Holders of an old-style residence permit, who must exchange it for a new-style permit before 3 August 2023, have been informed by letter of the procedure to follow, and should do so as soon as possible.


    The Immigration and Naturalisation Service (IND) has informed recognized sponsors that it will no longer check whether a highly skilled migrant is entitled to a reduced salary criterion. It is now the duty of the sponsor to assess this for themselves and to gather and maintain internally the relevant documents relating to this self-declaration.


    The government has announced that certain old-style laminated residence permits issued before 14 February 2022 can be used until they expire, but no later than 3 August 2023.

    These laminated residence permits were issued to:

    • citizens of the Swiss Confederation and
    • their family members,
    • family members of European Union (EU) citizens,
    • family members of citizens of the Member States of the European Economic Area (EEA), and
    • family members of citizens of Slovenia.

    Holders of such laminated residence permits must exchange them for a new Swiss residence permit card or a new second-generation residence card at the administrative unit of their place of residence at any time before the expiry date, but by 3 August 2023 at the latest. 

    No processing fee is charged for the issuing of the card, but the holder must pay the costs of printing the residence permit card:  

    • a residence permit card for a citizen of the Swiss Confederation costs EUR 19.85,
    • a residence permit card for a family member of a citizen of the Swiss Confederation and for a service provider costs EUR 15.47,
    • a residence permit card and a permanent residence permit card for a family member of an EU citizen, a family member of an EEA citizen and for a family member of a Slovenian citizen costs EUR 15.47.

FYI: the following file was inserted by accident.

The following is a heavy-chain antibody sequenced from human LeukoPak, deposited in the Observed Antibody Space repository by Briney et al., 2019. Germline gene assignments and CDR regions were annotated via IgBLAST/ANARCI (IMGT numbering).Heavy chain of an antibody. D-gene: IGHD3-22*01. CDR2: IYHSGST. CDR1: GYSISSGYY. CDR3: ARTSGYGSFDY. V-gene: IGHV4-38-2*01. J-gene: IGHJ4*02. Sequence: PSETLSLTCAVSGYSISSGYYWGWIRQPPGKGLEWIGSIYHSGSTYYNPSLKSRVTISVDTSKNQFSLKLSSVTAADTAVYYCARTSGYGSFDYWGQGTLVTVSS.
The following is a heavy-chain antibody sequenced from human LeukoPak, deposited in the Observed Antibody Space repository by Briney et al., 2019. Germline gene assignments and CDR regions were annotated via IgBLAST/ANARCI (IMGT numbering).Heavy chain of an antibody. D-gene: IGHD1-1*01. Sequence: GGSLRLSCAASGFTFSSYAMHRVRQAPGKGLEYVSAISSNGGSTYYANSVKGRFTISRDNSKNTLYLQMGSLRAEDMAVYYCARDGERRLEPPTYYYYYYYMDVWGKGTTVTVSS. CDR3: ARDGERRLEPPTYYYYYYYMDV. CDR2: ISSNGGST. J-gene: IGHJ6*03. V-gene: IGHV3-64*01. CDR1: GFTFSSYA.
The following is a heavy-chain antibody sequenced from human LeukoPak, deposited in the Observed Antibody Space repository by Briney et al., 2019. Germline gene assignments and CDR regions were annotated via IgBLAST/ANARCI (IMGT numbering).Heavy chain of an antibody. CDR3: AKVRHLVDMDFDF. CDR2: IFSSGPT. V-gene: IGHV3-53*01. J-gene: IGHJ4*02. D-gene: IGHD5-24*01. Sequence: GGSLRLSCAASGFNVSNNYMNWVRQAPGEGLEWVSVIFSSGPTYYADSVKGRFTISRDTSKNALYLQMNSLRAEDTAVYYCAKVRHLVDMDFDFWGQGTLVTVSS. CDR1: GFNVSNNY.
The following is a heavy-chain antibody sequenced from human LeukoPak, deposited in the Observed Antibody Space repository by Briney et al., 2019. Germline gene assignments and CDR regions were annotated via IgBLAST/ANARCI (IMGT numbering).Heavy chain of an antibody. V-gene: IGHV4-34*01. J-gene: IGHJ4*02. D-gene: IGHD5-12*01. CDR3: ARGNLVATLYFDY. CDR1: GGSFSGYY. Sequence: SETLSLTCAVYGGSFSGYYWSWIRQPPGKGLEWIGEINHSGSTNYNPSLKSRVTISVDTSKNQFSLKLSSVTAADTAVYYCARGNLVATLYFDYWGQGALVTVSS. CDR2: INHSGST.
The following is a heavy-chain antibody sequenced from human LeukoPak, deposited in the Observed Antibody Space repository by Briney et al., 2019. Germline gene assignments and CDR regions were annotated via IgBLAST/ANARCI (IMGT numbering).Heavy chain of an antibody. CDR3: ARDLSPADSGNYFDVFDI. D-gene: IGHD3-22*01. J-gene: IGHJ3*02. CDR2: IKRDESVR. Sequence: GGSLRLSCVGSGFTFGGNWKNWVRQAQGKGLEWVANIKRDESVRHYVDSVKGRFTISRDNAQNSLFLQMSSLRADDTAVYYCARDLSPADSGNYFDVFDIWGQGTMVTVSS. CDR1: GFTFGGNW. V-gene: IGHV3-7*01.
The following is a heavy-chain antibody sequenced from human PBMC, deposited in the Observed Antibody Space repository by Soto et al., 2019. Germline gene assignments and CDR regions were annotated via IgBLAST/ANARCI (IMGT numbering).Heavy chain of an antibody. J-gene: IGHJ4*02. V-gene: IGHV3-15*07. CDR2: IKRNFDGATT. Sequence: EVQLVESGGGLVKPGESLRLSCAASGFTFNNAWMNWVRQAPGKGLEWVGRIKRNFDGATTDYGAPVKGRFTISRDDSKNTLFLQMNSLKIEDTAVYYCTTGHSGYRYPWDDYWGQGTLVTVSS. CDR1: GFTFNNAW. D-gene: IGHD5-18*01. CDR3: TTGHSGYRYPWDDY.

Since 14 February 2022, residence permits and residence registration certificates have been issued in a new format with additional security features.

    United Kingdom

    The government has announced substantial increases in immigration fees, as part of its plan to fund pay increases for public sector workers.

    The immigration health surcharge for workers staying for more at least six months and for foreign national family members will be increased from £624 to £1035 per year. The rate for students, children and holders of youth mobility visas will be increased from £470 to £776 per year.

    The fees for work and visit visas will increase by 15% and those for student visas, certificates of sponsorship, entry clearance and leave to remain applications by at least 20%.

    Additionally, the Minister for Immigration has proposed further changes to the rules for setting immigration fees, including:

    • setting a power to charge a fee for an electronic travel authorization, or ETA, and set the maximum fee that can be charged for an application;
    • increasing the maximum fee that can be set for visa visits, certain applications for entry clearance and leave-to-remain visas, certain nationality products and services, and priority services;
    • introducing a power to charge a fee for a contact-point meeting with endorsing bodies on the innovator founder route, and setting the maximum fee that can be charged;
    • introducing a power to charge a fee for the new “sponsor a worker” function;
    • removing the fee for biometric enrolment (currently £19.20), for transfer of conditions (currently (£161) and for the replacement and amendment of biometric documents in certain circumstances.

    The government has not announced any dates for the implementation of the new fees or for the proposed fee rules.